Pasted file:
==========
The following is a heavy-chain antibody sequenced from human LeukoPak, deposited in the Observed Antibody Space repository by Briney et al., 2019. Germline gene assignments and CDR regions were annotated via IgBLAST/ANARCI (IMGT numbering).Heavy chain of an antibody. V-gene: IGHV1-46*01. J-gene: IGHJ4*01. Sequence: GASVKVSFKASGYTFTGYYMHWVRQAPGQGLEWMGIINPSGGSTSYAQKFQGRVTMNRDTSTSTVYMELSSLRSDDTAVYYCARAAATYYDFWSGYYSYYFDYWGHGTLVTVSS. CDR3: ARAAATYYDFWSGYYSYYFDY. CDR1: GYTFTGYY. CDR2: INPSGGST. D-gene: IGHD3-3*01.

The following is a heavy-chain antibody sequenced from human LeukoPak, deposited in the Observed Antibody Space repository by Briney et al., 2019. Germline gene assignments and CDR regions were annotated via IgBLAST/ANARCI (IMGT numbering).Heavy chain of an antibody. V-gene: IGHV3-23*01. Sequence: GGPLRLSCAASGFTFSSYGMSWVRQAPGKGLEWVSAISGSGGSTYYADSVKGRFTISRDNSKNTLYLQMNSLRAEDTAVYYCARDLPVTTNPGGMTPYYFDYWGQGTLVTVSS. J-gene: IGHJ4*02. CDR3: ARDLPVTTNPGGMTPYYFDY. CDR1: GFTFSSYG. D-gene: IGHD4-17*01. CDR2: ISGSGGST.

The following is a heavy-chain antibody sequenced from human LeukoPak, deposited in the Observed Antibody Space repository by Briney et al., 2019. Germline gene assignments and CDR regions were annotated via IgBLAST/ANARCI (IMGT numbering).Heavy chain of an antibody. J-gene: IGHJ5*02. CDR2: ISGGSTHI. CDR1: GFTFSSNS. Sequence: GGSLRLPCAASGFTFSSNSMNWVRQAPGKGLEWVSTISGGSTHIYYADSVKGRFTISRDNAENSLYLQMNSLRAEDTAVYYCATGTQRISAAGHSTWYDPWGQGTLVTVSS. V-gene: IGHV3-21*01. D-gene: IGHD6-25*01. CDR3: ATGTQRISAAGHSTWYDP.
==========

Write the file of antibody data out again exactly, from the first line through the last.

The following is a heavy-chain antibody sequenced from human LeukoPak, deposited in the Observed Antibody Space repository by Briney et al., 2019. Germline gene assignments and CDR regions were annotated via IgBLAST/ANARCI (IMGT numbering).Heavy chain of an antibody. V-gene: IGHV1-46*01. J-gene: IGHJ4*01. Sequence: GASVKVSFKASGYTFTGYYMHWVRQAPGQGLEWMGIINPSGGSTSYAQKFQGRVTMNRDTSTSTVYMELSSLRSDDTAVYYCARAAATYYDFWSGYYSYYFDYWGHGTLVTVSS. CDR3: ARAAATYYDFWSGYYSYYFDY. CDR1: GYTFTGYY. CDR2: INPSGGST. D-gene: IGHD3-3*01.

The following is a heavy-chain antibody sequenced from human LeukoPak, deposited in the Observed Antibody Space repository by Briney et al., 2019. Germline gene assignments and CDR regions were annotated via IgBLAST/ANARCI (IMGT numbering).Heavy chain of an antibody. V-gene: IGHV3-23*01. Sequence: GGPLRLSCAASGFTFSSYGMSWVRQAPGKGLEWVSAISGSGGSTYYADSVKGRFTISRDNSKNTLYLQMNSLRAEDTAVYYCARDLPVTTNPGGMTPYYFDYWGQGTLVTVSS. J-gene: IGHJ4*02. CDR3: ARDLPVTTNPGGMTPYYFDY. CDR1: GFTFSSYG. D-gene: IGHD4-17*01. CDR2: ISGSGGST.

The following is a heavy-chain antibody sequenced from human LeukoPak, deposited in the Observed Antibody Space repository by Briney et al., 2019. Germline gene assignments and CDR regions were annotated via IgBLAST/ANARCI (IMGT numbering).Heavy chain of an antibody. J-gene: IGHJ5*02. CDR2: ISGGSTHI. CDR1: GFTFSSNS. Sequence: GGSLRLPCAASGFTFSSNSMNWVRQAPGKGLEWVSTISGGSTHIYYADSVKGRFTISRDNAENSLYLQMNSLRAEDTAVYYCATGTQRISAAGHSTWYDPWGQGTLVTVSS. V-gene: IGHV3-21*01. D-gene: IGHD6-25*01. CDR3: ATGTQRISAAGHSTWYDP.